Extreme weather events increase gender-based violence during and after disasters, according to a new analysis.
Scientists say climate change is causing more severe weather events.
The researchers say future research should consider how sexual and gender minorities are disproportionately affected by climate change.
Around the world, the climate crisis has fueled more severe and frequent storms, heat waves, droughts and other dangers. A new study sheds light on how a warming world amplifies existing gender inequalities.
The visible number of weather disasters, such as demolished buildings and warped roads, “can overshadow more veiled consequences, including gender-based violence suffered by women, girls and sexual and gender minorities,” said Kim Van Daalen, a global public health expert. Cambridge University expert and lead author of a new analysis, told Insider.
In the analysis, published Monday in The Lancet Planetary Health, researchers analyzed 41 peer-reviewed studies and found that gender-based violence — such as sexual assault, intimate partner violence or trafficking, during and after disasters – seems to be a recurring theme.
A growing body of research has found that climate change is causing extreme weather events, including tropical storms, droughts, wildfires and floods, to become severe and more likely to occur. Over the past two decades, the frequency of floods has increased by 134%, storms by 40% and droughts by 29%, according to the research team.
“When we explore the overall impacts of climate change, we see that all genders experience climate change differently,” Van Daalen told Insider. “As a result of societal gender roles and responsibilities, we tend to see that, globally, women and girls suffer disproportionately from increased risks of climate change compared to men and boys.” For example, Van Daalen said the literature suggests that women are less likely to adapt after a natural disaster due to financial insecurity and poor institutional support.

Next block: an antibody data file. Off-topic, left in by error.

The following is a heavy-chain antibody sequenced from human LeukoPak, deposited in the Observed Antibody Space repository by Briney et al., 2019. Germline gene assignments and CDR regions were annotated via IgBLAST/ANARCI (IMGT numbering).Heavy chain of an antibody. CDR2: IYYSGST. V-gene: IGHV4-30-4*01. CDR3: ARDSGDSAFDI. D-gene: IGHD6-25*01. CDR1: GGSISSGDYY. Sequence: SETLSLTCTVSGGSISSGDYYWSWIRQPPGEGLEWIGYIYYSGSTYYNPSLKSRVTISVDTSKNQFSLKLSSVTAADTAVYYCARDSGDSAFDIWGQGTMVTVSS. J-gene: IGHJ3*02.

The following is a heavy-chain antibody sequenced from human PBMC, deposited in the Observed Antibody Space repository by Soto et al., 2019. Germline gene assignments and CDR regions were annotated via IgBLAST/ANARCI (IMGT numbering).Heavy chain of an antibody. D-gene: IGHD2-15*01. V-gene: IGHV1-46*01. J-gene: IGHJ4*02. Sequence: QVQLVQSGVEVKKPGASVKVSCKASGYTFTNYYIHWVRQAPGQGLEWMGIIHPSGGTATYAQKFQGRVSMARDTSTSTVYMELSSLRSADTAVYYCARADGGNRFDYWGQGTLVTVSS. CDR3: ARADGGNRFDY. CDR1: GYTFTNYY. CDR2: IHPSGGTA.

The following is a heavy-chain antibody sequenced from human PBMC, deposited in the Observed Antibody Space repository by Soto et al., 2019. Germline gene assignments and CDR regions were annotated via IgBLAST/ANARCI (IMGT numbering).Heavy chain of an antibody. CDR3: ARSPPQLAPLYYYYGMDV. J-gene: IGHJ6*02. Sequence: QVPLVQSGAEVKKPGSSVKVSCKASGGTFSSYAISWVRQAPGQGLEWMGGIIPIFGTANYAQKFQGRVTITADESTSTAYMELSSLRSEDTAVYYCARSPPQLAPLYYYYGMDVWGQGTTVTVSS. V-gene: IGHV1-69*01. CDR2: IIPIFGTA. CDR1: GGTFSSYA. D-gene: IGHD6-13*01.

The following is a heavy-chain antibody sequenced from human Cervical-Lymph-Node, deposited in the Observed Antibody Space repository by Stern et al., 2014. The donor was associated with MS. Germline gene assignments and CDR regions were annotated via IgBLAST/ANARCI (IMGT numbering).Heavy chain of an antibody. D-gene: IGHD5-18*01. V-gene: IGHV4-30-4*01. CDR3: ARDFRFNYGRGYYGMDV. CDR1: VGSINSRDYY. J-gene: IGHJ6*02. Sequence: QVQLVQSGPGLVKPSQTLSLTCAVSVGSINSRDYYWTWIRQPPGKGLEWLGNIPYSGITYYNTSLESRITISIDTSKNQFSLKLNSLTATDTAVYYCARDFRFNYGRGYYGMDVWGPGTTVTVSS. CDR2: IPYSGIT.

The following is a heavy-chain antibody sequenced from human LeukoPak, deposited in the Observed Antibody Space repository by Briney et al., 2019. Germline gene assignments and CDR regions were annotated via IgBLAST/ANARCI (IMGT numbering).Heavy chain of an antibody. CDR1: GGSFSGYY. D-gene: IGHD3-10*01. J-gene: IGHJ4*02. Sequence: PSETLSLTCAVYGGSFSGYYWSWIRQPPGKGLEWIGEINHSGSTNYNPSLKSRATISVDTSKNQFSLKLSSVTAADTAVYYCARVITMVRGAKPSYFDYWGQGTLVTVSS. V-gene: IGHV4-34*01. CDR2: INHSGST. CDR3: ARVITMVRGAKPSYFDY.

While the researchers were not entirely surprised by the increase in gender-based violence during and after extreme weather events, one thing they did find interesting was that gender-based violence appeared to be a shared experience across all contexts studied – from Hurricane Katrina to New Orleans from floods in Bangladesh to droughts in India.
Extreme events can influence specific risks of gender-based violence for individuals with diverse sexual and gender identities, according to researchers. “Due to their frequent marginalization, sexual and gender minorities are often more severely impacted by disasters,” Van Daalen said, pointing to media reports around Hurricane Katrina of a handful of religious figures blaming New Orleans’ gay community. by the storm. Van Daalen added that the team’s research found a lack of documented evidence specific to sexual and gender minorities: “Future research should consider how this vulnerable population is also disproportionately affected.”
The researchers hope that the results of their analyzes can be used to plan appropriate interventions before, during and after disasters; some examples include providing post-disaster shelters and relief services — with their own toilets and showering areas — designed to be accessed exclusively by women, girls and sexual or gender minorities, or providing training for emergency response teams. to prevent gender-based violence.
“By understanding the mechanisms by which extreme events can influence or affect gender-based violence, we can better inform the design and implementation of climate-resilient, context-specific, and sex- and gender-sensitive interventions that address women’s needs. girls and sexual and gender minorities around the world,” said Van Daalen. “Importantly, these interventions must be informed and, where possible, co-created by the affected communities.”
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